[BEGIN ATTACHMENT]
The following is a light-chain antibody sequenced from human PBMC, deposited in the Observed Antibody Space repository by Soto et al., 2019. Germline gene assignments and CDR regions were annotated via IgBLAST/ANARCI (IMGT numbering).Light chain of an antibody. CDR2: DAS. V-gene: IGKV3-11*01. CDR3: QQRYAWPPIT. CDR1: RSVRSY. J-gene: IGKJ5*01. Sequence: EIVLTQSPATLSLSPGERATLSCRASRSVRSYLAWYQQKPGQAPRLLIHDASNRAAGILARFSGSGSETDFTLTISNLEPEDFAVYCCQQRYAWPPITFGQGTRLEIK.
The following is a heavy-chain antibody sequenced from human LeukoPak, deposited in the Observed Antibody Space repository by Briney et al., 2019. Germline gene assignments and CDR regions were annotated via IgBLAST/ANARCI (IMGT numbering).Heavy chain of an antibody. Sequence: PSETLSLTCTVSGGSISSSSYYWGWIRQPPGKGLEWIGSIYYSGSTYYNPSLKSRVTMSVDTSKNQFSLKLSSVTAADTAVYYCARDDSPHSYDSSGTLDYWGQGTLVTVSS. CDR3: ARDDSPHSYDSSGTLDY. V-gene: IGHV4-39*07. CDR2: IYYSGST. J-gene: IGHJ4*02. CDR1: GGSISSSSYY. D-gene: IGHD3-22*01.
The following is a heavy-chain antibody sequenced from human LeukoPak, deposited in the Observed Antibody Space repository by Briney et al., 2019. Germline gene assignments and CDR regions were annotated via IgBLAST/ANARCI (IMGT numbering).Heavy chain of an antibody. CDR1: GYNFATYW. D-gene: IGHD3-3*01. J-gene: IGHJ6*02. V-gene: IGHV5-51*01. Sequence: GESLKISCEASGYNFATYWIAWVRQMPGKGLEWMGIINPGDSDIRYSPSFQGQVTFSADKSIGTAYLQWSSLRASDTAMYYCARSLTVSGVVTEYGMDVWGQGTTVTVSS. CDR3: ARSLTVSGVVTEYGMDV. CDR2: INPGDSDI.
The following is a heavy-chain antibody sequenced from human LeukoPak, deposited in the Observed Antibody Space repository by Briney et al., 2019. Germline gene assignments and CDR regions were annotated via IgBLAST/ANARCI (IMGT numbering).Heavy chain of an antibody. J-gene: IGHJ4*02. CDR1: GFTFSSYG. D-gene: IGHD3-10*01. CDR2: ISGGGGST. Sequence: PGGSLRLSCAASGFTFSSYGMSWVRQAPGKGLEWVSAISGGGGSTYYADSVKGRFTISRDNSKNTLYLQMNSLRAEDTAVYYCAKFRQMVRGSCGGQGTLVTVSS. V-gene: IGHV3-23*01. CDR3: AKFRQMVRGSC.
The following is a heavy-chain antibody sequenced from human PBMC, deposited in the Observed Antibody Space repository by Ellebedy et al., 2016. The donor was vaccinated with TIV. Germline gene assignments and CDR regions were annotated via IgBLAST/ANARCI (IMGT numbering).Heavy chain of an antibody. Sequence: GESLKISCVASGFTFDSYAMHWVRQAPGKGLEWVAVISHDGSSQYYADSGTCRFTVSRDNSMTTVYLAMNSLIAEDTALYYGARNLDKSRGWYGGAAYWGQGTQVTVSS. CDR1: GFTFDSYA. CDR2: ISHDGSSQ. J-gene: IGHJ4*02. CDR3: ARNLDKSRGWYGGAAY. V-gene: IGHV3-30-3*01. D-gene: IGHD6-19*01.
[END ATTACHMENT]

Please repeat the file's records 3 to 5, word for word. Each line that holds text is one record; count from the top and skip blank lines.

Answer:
The following is a heavy-chain antibody sequenced from human LeukoPak, deposited in the Observed Antibody Space repository by Briney et al., 2019. Germline gene assignments and CDR regions were annotated via IgBLAST/ANARCI (IMGT numbering).Heavy chain of an antibody. CDR1: GYNFATYW. D-gene: IGHD3-3*01. J-gene: IGHJ6*02. V-gene: IGHV5-51*01. Sequence: GESLKISCEASGYNFATYWIAWVRQMPGKGLEWMGIINPGDSDIRYSPSFQGQVTFSADKSIGTAYLQWSSLRASDTAMYYCARSLTVSGVVTEYGMDVWGQGTTVTVSS. CDR3: ARSLTVSGVVTEYGMDV. CDR2: INPGDSDI.
The following is a heavy-chain antibody sequenced from human LeukoPak, deposited in the Observed Antibody Space repository by Briney et al., 2019. Germline gene assignments and CDR regions were annotated via IgBLAST/ANARCI (IMGT numbering).Heavy chain of an antibody. J-gene: IGHJ4*02. CDR1: GFTFSSYG. D-gene: IGHD3-10*01. CDR2: ISGGGGST. Sequence: PGGSLRLSCAASGFTFSSYGMSWVRQAPGKGLEWVSAISGGGGSTYYADSVKGRFTISRDNSKNTLYLQMNSLRAEDTAVYYCAKFRQMVRGSCGGQGTLVTVSS. V-gene: IGHV3-23*01. CDR3: AKFRQMVRGSC.
The following is a heavy-chain antibody sequenced from human PBMC, deposited in the Observed Antibody Space repository by Ellebedy et al., 2016. The donor was vaccinated with TIV. Germline gene assignments and CDR regions were annotated via IgBLAST/ANARCI (IMGT numbering).Heavy chain of an antibody. Sequence: GESLKISCVASGFTFDSYAMHWVRQAPGKGLEWVAVISHDGSSQYYADSGTCRFTVSRDNSMTTVYLAMNSLIAEDTALYYGARNLDKSRGWYGGAAYWGQGTQVTVSS. CDR1: GFTFDSYA. CDR2: ISHDGSSQ. J-gene: IGHJ4*02. CDR3: ARNLDKSRGWYGGAAY. V-gene: IGHV3-30-3*01. D-gene: IGHD6-19*01.